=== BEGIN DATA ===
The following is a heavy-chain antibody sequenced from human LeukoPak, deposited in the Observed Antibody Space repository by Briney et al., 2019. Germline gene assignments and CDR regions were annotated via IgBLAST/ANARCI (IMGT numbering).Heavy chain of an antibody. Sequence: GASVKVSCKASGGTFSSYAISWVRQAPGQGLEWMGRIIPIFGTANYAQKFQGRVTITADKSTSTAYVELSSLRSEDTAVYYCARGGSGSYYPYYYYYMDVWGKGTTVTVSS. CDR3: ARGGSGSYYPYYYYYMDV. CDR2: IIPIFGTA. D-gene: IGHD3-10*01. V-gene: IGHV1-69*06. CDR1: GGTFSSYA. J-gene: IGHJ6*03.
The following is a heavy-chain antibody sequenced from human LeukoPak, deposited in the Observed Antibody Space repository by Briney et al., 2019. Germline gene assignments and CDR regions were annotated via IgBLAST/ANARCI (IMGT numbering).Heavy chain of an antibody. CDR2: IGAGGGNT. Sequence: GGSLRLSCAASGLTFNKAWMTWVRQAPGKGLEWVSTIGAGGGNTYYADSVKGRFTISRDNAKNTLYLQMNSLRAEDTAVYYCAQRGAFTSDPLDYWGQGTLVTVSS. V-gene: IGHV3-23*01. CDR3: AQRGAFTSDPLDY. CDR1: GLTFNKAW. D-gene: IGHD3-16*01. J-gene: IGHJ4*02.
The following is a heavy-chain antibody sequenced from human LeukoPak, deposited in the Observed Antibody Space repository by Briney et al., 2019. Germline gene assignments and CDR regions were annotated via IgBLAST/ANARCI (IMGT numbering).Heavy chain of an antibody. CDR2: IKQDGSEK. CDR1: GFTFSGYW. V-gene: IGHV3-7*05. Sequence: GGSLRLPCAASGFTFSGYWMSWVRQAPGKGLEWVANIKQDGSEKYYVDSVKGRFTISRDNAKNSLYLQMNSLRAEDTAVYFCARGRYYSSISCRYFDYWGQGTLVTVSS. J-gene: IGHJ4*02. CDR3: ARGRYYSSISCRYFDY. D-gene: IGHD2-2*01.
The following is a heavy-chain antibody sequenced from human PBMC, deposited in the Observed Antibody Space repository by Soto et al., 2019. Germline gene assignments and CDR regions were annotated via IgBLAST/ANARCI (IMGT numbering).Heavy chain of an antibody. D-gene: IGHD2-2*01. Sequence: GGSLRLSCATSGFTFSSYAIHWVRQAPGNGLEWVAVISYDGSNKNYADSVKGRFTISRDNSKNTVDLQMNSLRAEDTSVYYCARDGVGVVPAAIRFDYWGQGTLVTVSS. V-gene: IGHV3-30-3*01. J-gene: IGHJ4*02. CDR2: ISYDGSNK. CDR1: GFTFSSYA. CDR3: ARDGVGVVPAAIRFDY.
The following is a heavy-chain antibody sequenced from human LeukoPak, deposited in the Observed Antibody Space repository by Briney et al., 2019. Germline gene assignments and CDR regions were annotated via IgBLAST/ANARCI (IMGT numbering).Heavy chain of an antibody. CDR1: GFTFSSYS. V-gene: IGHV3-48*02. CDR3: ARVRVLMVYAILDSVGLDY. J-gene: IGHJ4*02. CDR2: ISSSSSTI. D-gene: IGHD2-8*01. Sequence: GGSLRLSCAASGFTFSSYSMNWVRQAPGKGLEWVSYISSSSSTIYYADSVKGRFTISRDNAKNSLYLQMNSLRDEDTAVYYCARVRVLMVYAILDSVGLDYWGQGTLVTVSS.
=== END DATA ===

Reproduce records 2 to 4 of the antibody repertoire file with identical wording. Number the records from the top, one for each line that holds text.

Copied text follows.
The following is a heavy-chain antibody sequenced from human LeukoPak, deposited in the Observed Antibody Space repository by Briney et al., 2019. Germline gene assignments and CDR regions were annotated via IgBLAST/ANARCI (IMGT numbering).Heavy chain of an antibody. CDR2: IGAGGGNT. Sequence: GGSLRLSCAASGLTFNKAWMTWVRQAPGKGLEWVSTIGAGGGNTYYADSVKGRFTISRDNAKNTLYLQMNSLRAEDTAVYYCAQRGAFTSDPLDYWGQGTLVTVSS. V-gene: IGHV3-23*01. CDR3: AQRGAFTSDPLDY. CDR1: GLTFNKAW. D-gene: IGHD3-16*01. J-gene: IGHJ4*02.
The following is a heavy-chain antibody sequenced from human LeukoPak, deposited in the Observed Antibody Space repository by Briney et al., 2019. Germline gene assignments and CDR regions were annotated via IgBLAST/ANARCI (IMGT numbering).Heavy chain of an antibody. CDR2: IKQDGSEK. CDR1: GFTFSGYW. V-gene: IGHV3-7*05. Sequence: GGSLRLPCAASGFTFSGYWMSWVRQAPGKGLEWVANIKQDGSEKYYVDSVKGRFTISRDNAKNSLYLQMNSLRAEDTAVYFCARGRYYSSISCRYFDYWGQGTLVTVSS. J-gene: IGHJ4*02. CDR3: ARGRYYSSISCRYFDY. D-gene: IGHD2-2*01.
The following is a heavy-chain antibody sequenced from human PBMC, deposited in the Observed Antibody Space repository by Soto et al., 2019. Germline gene assignments and CDR regions were annotated via IgBLAST/ANARCI (IMGT numbering).Heavy chain of an antibody. D-gene: IGHD2-2*01. Sequence: GGSLRLSCATSGFTFSSYAIHWVRQAPGNGLEWVAVISYDGSNKNYADSVKGRFTISRDNSKNTVDLQMNSLRAEDTSVYYCARDGVGVVPAAIRFDYWGQGTLVTVSS. V-gene: IGHV3-30-3*01. J-gene: IGHJ4*02. CDR2: ISYDGSNK. CDR1: GFTFSSYA. CDR3: ARDGVGVVPAAIRFDY.